Canterbury Bells

Canterbury Bells
Canterbury Bells represent Gratitude in the Language of Flowers

Saturday, March 18, 2017

There are so many significant and interesting themes throughout this book, I hardly know where to begin.  This story encompasses  Los Alamos from the 40’s to the 70’s Oppenheimer and the atomic bomb, Women’s Lib, Vietnam, and perhaps one of the most surprising and delightful aspects—orthonology. 

Yet, the narrator tells us, as early as page two, that this is not Oppenheimer’s story nor  the story of the creation of the bomb; it is not her physicist husband’s story. This, she says, is my story, the story of a woman who accompanied the bomb’s birth and tried to fly in its aftermath.

Meredith Wallace is seventeen years old in the fall of 1941 when she begins her ornithology studies at the University of Chicago.  As a student she becomes captivated by an older and brilliant professor, Alden Whetstone.  When he goes to Los Alamos to work on a secret wartime project, she follows.  She has every intention to return to her own graduate studies but when she becomes adrift in a traditional marriage with severe limitations, she loses her own sense of passion and purpose.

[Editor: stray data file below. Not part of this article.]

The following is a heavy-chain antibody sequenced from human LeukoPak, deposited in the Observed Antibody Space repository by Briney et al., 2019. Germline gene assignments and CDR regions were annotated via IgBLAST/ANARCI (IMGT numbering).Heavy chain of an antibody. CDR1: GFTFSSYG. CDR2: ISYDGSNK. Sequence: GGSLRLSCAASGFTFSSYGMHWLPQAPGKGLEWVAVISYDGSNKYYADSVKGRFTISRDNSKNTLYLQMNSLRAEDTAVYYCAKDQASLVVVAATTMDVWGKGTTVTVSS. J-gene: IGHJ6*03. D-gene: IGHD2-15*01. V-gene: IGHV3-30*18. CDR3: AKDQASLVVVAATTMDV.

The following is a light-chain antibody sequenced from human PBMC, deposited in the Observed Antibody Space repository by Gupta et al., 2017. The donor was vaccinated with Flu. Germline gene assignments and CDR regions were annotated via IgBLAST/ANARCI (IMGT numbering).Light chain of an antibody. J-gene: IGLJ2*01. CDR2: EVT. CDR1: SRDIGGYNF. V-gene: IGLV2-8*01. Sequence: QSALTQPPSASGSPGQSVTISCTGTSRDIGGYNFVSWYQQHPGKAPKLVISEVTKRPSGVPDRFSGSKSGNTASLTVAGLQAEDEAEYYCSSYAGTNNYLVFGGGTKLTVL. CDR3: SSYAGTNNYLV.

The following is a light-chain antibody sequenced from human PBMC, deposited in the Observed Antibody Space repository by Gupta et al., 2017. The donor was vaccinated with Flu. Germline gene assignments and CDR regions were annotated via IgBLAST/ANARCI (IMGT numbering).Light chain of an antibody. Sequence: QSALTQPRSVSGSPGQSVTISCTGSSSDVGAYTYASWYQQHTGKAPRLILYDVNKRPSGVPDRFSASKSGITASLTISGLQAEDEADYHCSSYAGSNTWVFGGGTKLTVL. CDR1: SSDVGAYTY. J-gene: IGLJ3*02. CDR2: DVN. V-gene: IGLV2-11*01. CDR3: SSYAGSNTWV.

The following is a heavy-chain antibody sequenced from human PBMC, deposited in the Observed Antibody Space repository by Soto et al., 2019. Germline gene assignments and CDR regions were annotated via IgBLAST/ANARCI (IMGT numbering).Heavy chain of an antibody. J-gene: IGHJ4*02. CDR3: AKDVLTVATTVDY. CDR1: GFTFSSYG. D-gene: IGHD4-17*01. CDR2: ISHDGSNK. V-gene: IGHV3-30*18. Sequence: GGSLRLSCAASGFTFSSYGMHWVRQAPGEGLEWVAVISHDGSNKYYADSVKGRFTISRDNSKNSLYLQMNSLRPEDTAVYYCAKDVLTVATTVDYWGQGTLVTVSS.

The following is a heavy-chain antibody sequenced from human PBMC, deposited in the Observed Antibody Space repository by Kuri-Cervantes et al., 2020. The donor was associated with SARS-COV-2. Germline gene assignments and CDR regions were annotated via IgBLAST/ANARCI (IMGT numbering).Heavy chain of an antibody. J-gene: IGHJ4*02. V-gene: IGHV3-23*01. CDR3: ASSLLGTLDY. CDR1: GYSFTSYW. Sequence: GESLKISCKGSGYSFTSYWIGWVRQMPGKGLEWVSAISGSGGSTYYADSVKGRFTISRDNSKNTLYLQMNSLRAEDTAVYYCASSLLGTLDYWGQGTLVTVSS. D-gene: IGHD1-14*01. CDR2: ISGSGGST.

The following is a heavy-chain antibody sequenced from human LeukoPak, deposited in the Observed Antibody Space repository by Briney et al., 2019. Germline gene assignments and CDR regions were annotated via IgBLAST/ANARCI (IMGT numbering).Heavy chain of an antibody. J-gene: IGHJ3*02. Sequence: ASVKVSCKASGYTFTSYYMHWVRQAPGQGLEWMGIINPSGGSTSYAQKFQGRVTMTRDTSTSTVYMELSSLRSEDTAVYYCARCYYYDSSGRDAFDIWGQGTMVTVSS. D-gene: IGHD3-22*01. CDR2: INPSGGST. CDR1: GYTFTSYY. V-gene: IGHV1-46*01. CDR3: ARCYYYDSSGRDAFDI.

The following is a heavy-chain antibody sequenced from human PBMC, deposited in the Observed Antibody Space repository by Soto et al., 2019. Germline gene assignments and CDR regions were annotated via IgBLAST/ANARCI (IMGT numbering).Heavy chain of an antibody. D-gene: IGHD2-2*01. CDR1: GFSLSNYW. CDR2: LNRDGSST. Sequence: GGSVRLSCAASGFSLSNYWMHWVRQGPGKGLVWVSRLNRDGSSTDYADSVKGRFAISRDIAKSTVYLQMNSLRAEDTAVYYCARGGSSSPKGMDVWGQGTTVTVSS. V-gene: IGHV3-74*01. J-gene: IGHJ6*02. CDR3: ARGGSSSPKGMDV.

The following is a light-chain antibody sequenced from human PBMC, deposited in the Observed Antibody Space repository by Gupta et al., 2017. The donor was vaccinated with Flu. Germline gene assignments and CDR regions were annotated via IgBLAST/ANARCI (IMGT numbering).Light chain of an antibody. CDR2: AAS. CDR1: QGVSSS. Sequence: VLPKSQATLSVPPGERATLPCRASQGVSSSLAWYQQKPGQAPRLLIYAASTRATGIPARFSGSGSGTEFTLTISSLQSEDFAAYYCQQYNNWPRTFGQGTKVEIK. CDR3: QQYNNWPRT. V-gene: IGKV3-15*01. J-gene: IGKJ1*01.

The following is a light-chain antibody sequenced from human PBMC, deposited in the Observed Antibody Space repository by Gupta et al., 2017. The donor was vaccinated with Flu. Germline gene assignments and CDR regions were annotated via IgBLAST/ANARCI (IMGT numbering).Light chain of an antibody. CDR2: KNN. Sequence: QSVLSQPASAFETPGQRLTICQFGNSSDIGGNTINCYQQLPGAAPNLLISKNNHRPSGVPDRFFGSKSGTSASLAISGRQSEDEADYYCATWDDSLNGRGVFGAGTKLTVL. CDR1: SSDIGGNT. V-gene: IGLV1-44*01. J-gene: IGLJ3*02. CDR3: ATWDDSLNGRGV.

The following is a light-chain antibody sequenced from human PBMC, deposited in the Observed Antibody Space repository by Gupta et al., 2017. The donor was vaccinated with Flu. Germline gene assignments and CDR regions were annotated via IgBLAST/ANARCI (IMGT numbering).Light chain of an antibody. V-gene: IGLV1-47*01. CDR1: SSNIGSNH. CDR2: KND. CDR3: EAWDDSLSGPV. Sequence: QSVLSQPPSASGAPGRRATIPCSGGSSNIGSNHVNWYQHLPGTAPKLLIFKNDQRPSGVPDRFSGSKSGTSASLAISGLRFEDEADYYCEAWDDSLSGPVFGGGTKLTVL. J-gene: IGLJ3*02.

She eventually channels her scientific ambition into the study of a family of crows, birds whose free life and companionship are the very things beyond her reach.  But when she meets a young geologist, a Vietnam vet, she is awakened to changes she never thought possible.

One reviewer says, “A beautiful and sad book that explores the kinds of difficult choices women make for their families.” In the tradition of THE PARIS WIFE and LOVING FRANK, Church’s absorbing novel shows the loneliness and pain that exists for the woman behind the famous man.

Perhaps one of the reasons the writing rings so true is that the author, Ms. Church, grew up in Los Alamos in the 50’s, to a scientist father and a biologist mother. Although Meredith’s story is not the author’s story, nor her mother’s, the question that prompted her to tell this story was ,”What could these intelligent women have been and done had they been given the opportunity? I wanted to highlight the sacrifices these women made in the 50’s and how they came to redefine themselves during the tumultuous 60’s and 70’s.”  The notes from the author at the end of the book are as interesting as the novel itself. 

It is also obvious that the author loves the Los Alamos terrain she grew up in.  Perched atop the spread fingers of several mesas in the mountains of New Mexico, “nature permeates the town with plentiful hiking trails through aspen and ponderosa forests. Anasazi ruins sit atop sheer flesh-colored canyon walls dotted with ancient hand and footholds dug into the tufa rock. Mountain lions, bears, and smaller animals populate the canyons and crows abound.”